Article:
Madison may soon lease a big, vacant, former skilled nursing facility on the East Side as a possible temporary shelter in response to the ongoing COVID-19 pandemic.
Mayor Satya Rhodes-Conway and Ald. Grant Foster, 15th District, are proposing that the city lease the 36,192-square-foot facility on 3.3 acres at 4502 Milwaukee St. from Watson Smith LLC for $900,000 for two years with an option to then buy the property for future redevelopment.
Meanwhile, in an unrelated move, Ald. Sheri Carter, 14th District, is proposing that the city buy a 28,000-square-foot building on a 1.6-acre site at 1810 S. Park St. from the Stopple Revokable Trust for $1.2 million to hold the property for redevelopment.
The proposals were introduced to the City Council on Tuesday and will be considered at a later date.
The city is looking to lease the former Karmenta Center, once the third-largest of Dane County’s 18 nursing homes but closed last spring and in foreclosure, as a possible short-term respite facility during the coronavirus pandemic, said Jim O’Keefe, city community development director.
The city and Dane County have been sheltering homeless women and children and vulnerable homeless men in multiple hotels and using one hotel for a respite facility for homeless who have displayed symptoms or tested positive for COVID-19, O’Keefe said. The partners now have more space to shelter homeless single women without COVID-19 symptoms at the Salvation Army of Dane County on the 600 block of East Washington Avenue, and are using the Warner Park Community Recreation Center on the North Side for homeless men without symptoms.
The former Karmenta Center could be put into service as a respite facility should the need emerge, O’Keefe said.
The X-shaped building offers about 55 separate rooms, laundry facilities, kitchen, offices, dining room, conference space, staff lounge, showers and restrooms. The city would have the right to use furniture, fixtures and other equipment at the property.
For the long term, the property is seen by the city and private sector as an attractive site to redevelop into affordable housing, officials said.
“It’s a relatively large site in a good location that is well-serviced by Metro Transit and holds a lot of opportunity for redevelopment,” said Foster, who represents the area. “A lease with option to purchase would give the city and neighbors much more influence in how the site is redeveloped in the future and is something I strongly support.”
The resolution would amend the city’s land acquisition budget by $900,000 over two years to fund the lease of the property. Of the sum, $375,000 is required in 2020, including $225,000 in lease payments and an additional $150,000 in utility and holding costs. A purchase would require further City Council action.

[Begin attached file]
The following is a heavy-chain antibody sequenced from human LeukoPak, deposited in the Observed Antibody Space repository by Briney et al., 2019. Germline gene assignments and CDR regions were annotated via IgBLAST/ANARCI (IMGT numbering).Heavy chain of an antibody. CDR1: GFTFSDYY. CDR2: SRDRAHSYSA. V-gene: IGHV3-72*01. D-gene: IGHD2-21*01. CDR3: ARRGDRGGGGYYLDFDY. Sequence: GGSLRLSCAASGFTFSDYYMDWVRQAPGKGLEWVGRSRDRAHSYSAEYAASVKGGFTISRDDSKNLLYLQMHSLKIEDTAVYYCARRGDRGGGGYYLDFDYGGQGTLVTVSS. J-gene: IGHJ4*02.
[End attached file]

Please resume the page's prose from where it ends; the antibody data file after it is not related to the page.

Park St. potential
The South Side property, assessed at $815,000 for 2019, includes 11,393 square feet of office space and 16,655 square feet of warehouse space. The site is occupied by K Beauty Supply, a cosmetology school and small offices, Carter said.
The acquisition would expand opportunities for the city to guide future housing and commercial development on the evolving South Park Street corridor, the resolution says.
“We have waited over 60 years for redevelopment to naturally occur,” Carter said. “In the meantime, the city has invested in several other parts of the city. It is our time.”
The city could become a landlord for awhile to help shape the building’s use, and seek proposals for a redevelopment sometime in the future, Carter said. In addition to the current offices and retail in the building, future uses could include startup or micro enterprises, training or co-working space, she said.
“The city is currently working on the South Madison Plan, which will provide guidance on future developments,” Carter said. “In the meantime, it makes sense this property is a starting point for the city’s long-term investment plan in South Madison. Approximately 40,000 cars pass by this property every day. Therefore, 1810 S. Park fits the real estate rule of location, location, location.”
Developers are buying properties on the South Side and the city is wary of displacement and gentrification, officials have said.
“The threads of South Madison are diversity, multicultural experience, and the many languages that fill the neighborhood, and that makes the fabric of the neighborhoods,” Carter said. “It is imperative that the fabric of many colors, food aromas and language remains intact throughout this journey.”
In addition to the purchase cost, the proposal would use another $40,000 for environmental site assessment and other costs, and $20,000 to pay for holding costs for the rest of the year. The funds would come from tax incremental financing District No. 42 on the South Side.